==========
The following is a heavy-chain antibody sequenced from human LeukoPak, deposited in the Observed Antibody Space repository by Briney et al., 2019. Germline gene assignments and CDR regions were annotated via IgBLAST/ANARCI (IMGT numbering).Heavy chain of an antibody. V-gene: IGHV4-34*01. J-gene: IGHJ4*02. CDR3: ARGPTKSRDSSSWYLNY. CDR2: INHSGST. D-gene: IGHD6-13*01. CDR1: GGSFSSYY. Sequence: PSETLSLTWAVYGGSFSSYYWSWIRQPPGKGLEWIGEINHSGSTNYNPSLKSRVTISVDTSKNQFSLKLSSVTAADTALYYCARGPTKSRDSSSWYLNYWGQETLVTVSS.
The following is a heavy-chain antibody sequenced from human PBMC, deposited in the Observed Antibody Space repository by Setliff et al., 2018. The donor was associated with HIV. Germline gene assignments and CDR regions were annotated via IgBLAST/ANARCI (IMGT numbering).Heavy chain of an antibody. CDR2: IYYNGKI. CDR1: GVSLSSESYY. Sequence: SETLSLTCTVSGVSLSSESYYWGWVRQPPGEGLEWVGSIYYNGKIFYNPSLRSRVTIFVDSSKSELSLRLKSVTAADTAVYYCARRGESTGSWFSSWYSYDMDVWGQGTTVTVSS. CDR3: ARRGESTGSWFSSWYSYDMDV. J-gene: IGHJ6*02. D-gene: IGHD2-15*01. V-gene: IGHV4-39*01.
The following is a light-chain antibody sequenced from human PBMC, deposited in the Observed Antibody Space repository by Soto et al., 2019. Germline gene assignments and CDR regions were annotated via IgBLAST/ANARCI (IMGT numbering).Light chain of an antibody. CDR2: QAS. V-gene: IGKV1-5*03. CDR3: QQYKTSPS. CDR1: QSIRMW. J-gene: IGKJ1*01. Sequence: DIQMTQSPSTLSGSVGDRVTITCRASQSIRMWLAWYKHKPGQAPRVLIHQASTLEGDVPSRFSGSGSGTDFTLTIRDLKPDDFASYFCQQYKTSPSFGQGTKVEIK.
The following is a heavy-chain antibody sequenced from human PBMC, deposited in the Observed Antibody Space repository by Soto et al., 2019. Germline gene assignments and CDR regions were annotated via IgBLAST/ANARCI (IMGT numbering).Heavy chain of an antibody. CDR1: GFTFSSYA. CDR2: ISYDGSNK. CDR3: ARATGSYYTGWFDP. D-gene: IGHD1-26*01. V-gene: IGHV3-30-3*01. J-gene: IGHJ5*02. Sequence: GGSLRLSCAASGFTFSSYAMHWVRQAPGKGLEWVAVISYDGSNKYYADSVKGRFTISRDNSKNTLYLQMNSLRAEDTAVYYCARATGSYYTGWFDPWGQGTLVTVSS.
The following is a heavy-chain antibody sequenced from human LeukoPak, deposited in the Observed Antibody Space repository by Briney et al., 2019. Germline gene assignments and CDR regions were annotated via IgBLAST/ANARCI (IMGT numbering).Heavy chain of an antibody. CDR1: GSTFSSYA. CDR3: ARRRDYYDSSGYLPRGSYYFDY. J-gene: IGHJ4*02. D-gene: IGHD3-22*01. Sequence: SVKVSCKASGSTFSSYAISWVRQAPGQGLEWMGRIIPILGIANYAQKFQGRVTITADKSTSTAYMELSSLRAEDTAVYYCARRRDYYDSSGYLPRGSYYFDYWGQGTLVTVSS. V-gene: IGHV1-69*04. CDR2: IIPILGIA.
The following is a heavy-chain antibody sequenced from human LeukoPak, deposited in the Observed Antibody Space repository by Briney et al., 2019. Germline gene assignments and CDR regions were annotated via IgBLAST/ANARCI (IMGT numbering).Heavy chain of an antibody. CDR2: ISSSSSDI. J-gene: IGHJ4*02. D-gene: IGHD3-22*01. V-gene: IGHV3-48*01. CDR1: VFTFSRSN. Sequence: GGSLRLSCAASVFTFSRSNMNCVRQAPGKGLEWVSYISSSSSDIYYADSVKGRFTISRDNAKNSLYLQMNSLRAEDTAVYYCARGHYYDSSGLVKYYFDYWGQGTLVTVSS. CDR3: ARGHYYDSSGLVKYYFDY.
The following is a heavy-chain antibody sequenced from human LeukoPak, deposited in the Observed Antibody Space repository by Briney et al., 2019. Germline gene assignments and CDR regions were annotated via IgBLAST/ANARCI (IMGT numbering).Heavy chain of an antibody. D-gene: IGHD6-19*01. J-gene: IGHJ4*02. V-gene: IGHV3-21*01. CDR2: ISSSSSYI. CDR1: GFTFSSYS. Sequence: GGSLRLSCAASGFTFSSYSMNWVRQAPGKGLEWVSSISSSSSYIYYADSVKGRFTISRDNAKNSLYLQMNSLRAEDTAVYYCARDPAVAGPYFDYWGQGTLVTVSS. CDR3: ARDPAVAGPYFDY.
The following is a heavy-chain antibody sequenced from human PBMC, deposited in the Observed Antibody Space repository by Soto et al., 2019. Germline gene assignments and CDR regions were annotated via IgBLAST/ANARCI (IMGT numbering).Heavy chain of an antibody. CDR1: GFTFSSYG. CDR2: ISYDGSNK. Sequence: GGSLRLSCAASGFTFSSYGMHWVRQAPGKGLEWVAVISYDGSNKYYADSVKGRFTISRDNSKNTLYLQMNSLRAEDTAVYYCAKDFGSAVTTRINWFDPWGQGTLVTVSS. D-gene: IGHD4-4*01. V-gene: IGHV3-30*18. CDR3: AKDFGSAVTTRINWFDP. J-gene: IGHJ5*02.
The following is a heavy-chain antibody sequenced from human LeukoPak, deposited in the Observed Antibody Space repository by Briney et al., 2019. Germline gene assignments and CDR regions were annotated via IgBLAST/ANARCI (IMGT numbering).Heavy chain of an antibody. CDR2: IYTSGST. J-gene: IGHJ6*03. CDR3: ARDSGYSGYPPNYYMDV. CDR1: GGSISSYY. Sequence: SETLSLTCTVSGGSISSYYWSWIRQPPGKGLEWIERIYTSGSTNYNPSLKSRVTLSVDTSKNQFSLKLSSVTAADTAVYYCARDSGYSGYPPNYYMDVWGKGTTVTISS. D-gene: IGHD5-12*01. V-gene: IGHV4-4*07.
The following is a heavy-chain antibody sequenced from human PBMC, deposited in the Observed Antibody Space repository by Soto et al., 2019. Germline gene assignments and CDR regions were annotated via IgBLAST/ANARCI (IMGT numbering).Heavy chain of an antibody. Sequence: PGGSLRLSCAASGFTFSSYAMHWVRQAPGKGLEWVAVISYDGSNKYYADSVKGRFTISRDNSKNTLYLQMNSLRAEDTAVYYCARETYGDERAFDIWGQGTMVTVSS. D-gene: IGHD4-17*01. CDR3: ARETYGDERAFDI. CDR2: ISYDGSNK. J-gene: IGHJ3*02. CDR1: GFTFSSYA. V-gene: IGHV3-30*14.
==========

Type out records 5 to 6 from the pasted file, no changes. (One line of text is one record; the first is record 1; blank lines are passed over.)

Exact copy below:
The following is a heavy-chain antibody sequenced from human LeukoPak, deposited in the Observed Antibody Space repository by Briney et al., 2019. Germline gene assignments and CDR regions were annotated via IgBLAST/ANARCI (IMGT numbering).Heavy chain of an antibody. CDR1: GSTFSSYA. CDR3: ARRRDYYDSSGYLPRGSYYFDY. J-gene: IGHJ4*02. D-gene: IGHD3-22*01. Sequence: SVKVSCKASGSTFSSYAISWVRQAPGQGLEWMGRIIPILGIANYAQKFQGRVTITADKSTSTAYMELSSLRAEDTAVYYCARRRDYYDSSGYLPRGSYYFDYWGQGTLVTVSS. V-gene: IGHV1-69*04. CDR2: IIPILGIA.
The following is a heavy-chain antibody sequenced from human LeukoPak, deposited in the Observed Antibody Space repository by Briney et al., 2019. Germline gene assignments and CDR regions were annotated via IgBLAST/ANARCI (IMGT numbering).Heavy chain of an antibody. CDR2: ISSSSSDI. J-gene: IGHJ4*02. D-gene: IGHD3-22*01. V-gene: IGHV3-48*01. CDR1: VFTFSRSN. Sequence: GGSLRLSCAASVFTFSRSNMNCVRQAPGKGLEWVSYISSSSSDIYYADSVKGRFTISRDNAKNSLYLQMNSLRAEDTAVYYCARGHYYDSSGLVKYYFDYWGQGTLVTVSS. CDR3: ARGHYYDSSGLVKYYFDY.